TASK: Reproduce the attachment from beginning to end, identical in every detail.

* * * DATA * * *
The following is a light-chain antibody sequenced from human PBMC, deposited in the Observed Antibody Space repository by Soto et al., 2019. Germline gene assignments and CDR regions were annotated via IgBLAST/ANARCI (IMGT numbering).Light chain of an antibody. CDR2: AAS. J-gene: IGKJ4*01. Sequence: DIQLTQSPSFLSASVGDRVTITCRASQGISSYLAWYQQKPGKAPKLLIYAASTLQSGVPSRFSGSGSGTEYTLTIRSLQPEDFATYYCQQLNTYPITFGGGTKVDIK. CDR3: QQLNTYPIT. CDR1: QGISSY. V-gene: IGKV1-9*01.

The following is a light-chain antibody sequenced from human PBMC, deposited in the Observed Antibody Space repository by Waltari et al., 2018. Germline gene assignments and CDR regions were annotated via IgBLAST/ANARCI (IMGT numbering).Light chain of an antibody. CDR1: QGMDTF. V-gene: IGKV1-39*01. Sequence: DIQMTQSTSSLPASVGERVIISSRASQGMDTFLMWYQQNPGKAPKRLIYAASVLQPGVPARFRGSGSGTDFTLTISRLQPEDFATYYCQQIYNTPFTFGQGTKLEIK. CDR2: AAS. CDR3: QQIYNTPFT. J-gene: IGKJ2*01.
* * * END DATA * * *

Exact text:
The following is a light-chain antibody sequenced from human PBMC, deposited in the Observed Antibody Space repository by Soto et al., 2019. Germline gene assignments and CDR regions were annotated via IgBLAST/ANARCI (IMGT numbering).Light chain of an antibody. CDR2: AAS. J-gene: IGKJ4*01. Sequence: DIQLTQSPSFLSASVGDRVTITCRASQGISSYLAWYQQKPGKAPKLLIYAASTLQSGVPSRFSGSGSGTEYTLTIRSLQPEDFATYYCQQLNTYPITFGGGTKVDIK. CDR3: QQLNTYPIT. CDR1: QGISSY. V-gene: IGKV1-9*01.

The following is a light-chain antibody sequenced from human PBMC, deposited in the Observed Antibody Space repository by Waltari et al., 2018. Germline gene assignments and CDR regions were annotated via IgBLAST/ANARCI (IMGT numbering).Light chain of an antibody. CDR1: QGMDTF. V-gene: IGKV1-39*01. Sequence: DIQMTQSTSSLPASVGERVIISSRASQGMDTFLMWYQQNPGKAPKRLIYAASVLQPGVPARFRGSGSGTDFTLTISRLQPEDFATYYCQQIYNTPFTFGQGTKLEIK. CDR2: AAS. CDR3: QQIYNTPFT. J-gene: IGKJ2*01.